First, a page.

Monthly Archives: May 2007

The Pledge and trading

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“Detective Jerry Black

has made a promise he can’t break,

to catch a killer

he can’t find.”

This is a fascinating film. After watching it, I thought of those traders who set daily/weekly monetary targets … surely this is a dangerous business.

Street views – China crashes but will it burn?

Below are a selection of views on the 6.5% decline in China that occurred overnight following a surprise hike in stamp duty by the authorities. From the currency trader’s perspective I note the relatively limited spill-over to the international equity markets and the currency markets, so far. This contrasts with February, when the Chinese market dipped by a smaller magnitude and the whole world shuddered as risk appetite took a temporary nosedive.

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(click on the image to see it clearly)

Goldman Sachs – China: Portfolio Strategy (May 30):

Near-term pressure is inevitable The A-share market boasts the highest turnover velocity globally and higher transaction costs could, at the margin, suppress speculation. Small caps driven by excessive speculation and richly-valued brokerage firms could get hurt. Any contagion effect on H-shares should be short-lived, however, and could lead to buying opportunities.

Without a proper adjustment of interest rates and exchange rates, we do not think raising stamp duty is an effective tool over a longer-term horizon. As such, we reiterate our view that the government should further raise interest rates, particularly when inflation risk is skewed to the upside given the recent rise in meat prices, to normalize negative real interest rates to positive territory.

JP Morgan – China: Economics (May 30):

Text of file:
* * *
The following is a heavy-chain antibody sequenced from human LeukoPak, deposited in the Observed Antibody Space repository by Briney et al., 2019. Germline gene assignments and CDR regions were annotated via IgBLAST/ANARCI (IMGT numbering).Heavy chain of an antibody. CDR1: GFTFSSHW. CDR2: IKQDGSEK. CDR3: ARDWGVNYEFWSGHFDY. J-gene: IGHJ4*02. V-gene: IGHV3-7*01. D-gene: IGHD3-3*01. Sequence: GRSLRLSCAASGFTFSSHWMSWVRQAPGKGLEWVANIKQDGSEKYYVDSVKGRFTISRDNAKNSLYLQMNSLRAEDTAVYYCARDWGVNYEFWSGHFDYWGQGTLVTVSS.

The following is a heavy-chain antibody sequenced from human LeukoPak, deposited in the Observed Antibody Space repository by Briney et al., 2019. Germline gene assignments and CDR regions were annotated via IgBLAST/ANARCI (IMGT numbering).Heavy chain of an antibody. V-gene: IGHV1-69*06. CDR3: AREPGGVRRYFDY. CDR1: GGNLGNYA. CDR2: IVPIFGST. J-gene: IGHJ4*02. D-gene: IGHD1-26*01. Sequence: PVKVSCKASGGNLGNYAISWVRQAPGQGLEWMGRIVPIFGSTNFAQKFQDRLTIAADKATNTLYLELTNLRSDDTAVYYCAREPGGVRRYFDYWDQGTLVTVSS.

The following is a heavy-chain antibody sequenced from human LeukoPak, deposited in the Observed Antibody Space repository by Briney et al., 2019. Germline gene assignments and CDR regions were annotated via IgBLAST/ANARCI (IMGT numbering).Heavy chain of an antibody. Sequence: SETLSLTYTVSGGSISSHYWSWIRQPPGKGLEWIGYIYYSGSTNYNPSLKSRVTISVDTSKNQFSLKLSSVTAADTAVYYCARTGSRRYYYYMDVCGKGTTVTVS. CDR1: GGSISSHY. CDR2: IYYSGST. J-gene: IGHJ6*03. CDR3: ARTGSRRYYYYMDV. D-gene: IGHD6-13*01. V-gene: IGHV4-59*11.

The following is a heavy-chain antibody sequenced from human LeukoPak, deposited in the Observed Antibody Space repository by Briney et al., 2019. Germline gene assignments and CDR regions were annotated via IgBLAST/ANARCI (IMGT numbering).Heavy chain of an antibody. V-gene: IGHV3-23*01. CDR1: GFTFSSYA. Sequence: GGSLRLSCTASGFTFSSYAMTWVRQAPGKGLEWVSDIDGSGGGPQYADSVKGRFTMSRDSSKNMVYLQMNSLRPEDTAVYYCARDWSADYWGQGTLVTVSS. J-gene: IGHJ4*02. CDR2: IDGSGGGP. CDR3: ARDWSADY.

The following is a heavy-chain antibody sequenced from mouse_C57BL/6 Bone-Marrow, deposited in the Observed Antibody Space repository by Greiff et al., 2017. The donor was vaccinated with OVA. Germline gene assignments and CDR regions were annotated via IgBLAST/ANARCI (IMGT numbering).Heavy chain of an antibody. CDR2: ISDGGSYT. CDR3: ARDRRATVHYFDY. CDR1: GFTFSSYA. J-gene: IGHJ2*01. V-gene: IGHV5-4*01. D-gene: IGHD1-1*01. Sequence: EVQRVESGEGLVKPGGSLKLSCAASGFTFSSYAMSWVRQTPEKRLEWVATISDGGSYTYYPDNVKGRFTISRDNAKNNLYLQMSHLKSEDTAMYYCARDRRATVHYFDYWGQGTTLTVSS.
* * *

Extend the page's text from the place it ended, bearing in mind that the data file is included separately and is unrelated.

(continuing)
JPMorgan always has this kind of non-market consensus view on how the government would come out measures to keep the A-shares in check without killing the economy by massive macro tightening as argued by the rest of the street. If you noticed ever since the Rmb band has been widened, Rmb has been on an accelerated path of appreciation. Together with further QDII expansion and less macro tightening on the economy, we believe these developments are actually positive for H-shares and the MSCI China world.
Note that even a 20% correction in the A-Shares should have very limited impact on the real economy. Total float market cap is only about Rmb6 trillion compared to the total savings of Rmb36 trillion, and a portion of the float in the retails hands as they only got into the market recently.

In 2001-2005 when the A-shares market suffered a long bear market when the A-shares index dropped from 2300 to sub 1000 level, the real economy kept growing at around 10% rate for the years, and H-shares and MSCI China experienced one of the best bull market. There should be little correlation on A and H…and this time at most we believe there will be a decent correction in the A-shares, not a bear market.

Morgan Stanley – Economics (May 30)

This tax change should be taken seriously, as the message it delivers is very strong, although a 0.2% difference in duty is minimal for investors.

Implications: The A-share market reacted aggressively to this because: 1) It breaks the perception that the government will leave asset prices to the market, and will not interfere by using administrative measures; 2) 0.3% is among the highest stamp duties in the world – it only targets the stock market bubble, and does not serve any fiscal revenue purpose; 3) it leaves the market with a lot of room to imagine “what’s next”; 4) the financial hit on speculators will be real, as the whole market is changing hands in less than a month versus more than a year back in 2005.

What’s Next? I think it depends on the market’s movements. If the market rebounds quickly and ignores the message, more austerities, such as the introduction of capital gain tax and stock shorting/index futures are possible to contain the quickly inflating asset bubble.

And some interesting charts from Nomura Quantitative Research:

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(click on the image to see it clearly)

Forex.com (Gain Capital) fined by NFA

The National Futures Association has slapped the hands of Forex.com (Gain Capital) with a $100,000 penalty. Part of the charge is for ‘using deficient promotional material and failing to uphold high standards of commercial honor and just and equitable principles of trade …’. Specifically, if you look at page 3, section 12 of the official complaint, you see the NFA takes issue with the following statements: